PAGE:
Peter Horrocks, the head of the BBC's multimedia newsroom, however, justified the coverage, insisting that it was justified both on the grounds of the level of public interest in the reality star, and the "awareness of cervical cancer" that her illness raised.
But many people felt the story should not have been the lead story on the news bulletin on The Andrew Marr Show and were critical that the story was covered so prominently across all its television and radio networks – and across its international news services including the World Service.
"I''m also extremely sorry that she's died, but I really don't think the BBC should make it their first major story on the News," The Telegraph quoted a comment, as stating. Another added: "This leads the BBC news page and is the first thing you see when clicking onto the BBC website, it is all rather pathetic. "She is dead, it is sad, but no sadder than the many young people who died a tragic death overnight." Horrocks acknowledged that Goody was a "divisive" figure.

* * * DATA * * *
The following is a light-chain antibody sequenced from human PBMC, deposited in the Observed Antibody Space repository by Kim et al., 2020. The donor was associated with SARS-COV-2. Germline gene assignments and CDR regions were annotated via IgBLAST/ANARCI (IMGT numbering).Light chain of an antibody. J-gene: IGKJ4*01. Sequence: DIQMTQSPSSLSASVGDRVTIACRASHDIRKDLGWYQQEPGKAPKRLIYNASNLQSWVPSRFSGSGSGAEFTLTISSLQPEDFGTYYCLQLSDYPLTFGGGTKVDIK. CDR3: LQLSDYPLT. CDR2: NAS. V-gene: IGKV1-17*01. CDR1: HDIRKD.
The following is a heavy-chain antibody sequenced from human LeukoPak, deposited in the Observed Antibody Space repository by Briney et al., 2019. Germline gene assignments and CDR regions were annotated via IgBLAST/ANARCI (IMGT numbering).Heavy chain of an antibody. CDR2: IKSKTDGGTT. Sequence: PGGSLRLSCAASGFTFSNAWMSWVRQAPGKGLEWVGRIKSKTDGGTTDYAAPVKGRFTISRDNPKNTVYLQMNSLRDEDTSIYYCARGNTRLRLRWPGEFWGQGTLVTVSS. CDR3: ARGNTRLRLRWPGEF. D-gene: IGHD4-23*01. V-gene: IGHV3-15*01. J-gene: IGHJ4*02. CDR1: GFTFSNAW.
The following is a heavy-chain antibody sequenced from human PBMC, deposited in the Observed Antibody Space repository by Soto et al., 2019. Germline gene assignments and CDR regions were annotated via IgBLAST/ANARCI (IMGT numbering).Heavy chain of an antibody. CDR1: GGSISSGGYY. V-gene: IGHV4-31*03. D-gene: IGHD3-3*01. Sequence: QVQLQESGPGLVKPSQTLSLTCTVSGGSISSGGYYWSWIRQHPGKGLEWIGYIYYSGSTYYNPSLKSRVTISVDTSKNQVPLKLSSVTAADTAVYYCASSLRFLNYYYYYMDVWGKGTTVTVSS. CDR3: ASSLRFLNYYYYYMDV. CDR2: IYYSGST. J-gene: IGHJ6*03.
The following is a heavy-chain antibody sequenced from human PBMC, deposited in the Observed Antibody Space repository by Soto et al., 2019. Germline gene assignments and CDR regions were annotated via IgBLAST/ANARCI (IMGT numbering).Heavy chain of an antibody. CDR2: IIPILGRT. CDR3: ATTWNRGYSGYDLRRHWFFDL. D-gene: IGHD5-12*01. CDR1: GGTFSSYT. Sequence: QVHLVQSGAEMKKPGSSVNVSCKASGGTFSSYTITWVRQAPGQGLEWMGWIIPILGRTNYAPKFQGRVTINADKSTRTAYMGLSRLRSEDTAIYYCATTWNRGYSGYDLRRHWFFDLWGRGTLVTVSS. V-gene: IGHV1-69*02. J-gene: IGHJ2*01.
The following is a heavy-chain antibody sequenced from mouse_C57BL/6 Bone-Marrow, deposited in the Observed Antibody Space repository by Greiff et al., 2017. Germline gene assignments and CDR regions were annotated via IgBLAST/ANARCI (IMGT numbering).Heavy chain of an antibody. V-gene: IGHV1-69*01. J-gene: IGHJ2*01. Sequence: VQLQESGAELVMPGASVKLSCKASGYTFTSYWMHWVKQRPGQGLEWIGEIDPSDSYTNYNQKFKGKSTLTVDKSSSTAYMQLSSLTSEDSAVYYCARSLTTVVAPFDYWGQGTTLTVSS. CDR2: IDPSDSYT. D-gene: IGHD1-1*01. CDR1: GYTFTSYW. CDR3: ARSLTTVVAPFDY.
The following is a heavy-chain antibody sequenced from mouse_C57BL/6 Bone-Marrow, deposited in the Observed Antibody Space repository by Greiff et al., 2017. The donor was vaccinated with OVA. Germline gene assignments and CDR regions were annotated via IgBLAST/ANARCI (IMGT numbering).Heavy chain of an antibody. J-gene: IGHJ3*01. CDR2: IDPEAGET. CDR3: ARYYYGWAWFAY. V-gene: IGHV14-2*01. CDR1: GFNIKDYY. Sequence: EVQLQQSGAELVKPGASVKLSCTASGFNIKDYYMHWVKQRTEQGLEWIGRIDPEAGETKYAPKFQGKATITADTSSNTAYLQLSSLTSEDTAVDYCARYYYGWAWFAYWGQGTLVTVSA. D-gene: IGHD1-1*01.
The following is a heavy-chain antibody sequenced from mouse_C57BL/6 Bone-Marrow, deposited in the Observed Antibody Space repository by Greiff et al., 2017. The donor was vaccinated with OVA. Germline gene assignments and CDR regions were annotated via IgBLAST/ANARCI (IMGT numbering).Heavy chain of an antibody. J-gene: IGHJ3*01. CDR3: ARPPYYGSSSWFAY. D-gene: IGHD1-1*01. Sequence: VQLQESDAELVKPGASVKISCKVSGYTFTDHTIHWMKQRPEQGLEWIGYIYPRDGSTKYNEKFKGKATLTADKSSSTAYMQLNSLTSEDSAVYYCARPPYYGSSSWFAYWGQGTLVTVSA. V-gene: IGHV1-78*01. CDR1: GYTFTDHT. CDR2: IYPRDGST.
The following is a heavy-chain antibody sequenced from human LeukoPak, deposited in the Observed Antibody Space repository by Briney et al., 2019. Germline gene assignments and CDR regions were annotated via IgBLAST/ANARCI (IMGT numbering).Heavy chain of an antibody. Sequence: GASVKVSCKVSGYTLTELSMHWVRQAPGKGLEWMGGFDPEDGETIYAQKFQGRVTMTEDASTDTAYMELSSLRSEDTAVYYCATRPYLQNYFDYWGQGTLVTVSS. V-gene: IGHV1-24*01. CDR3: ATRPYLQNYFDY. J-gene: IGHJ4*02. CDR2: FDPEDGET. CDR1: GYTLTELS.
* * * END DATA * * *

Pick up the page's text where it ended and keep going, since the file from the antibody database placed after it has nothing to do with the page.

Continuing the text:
Writing in the BBC's Editors' blog, he said: "Goody became a phenomenon, both in terms of the interest she inspired in the public and in the effect that her sad death had on awareness of cervical cancer.
"To make a legitimate news judgement about our coverage, we applied the same criteria as we usually use: should we report this, and if so, how? Knowing that there was a possibility that Jade would die soon, we talked about whether this was a story we would lead on in the absence of other significant news."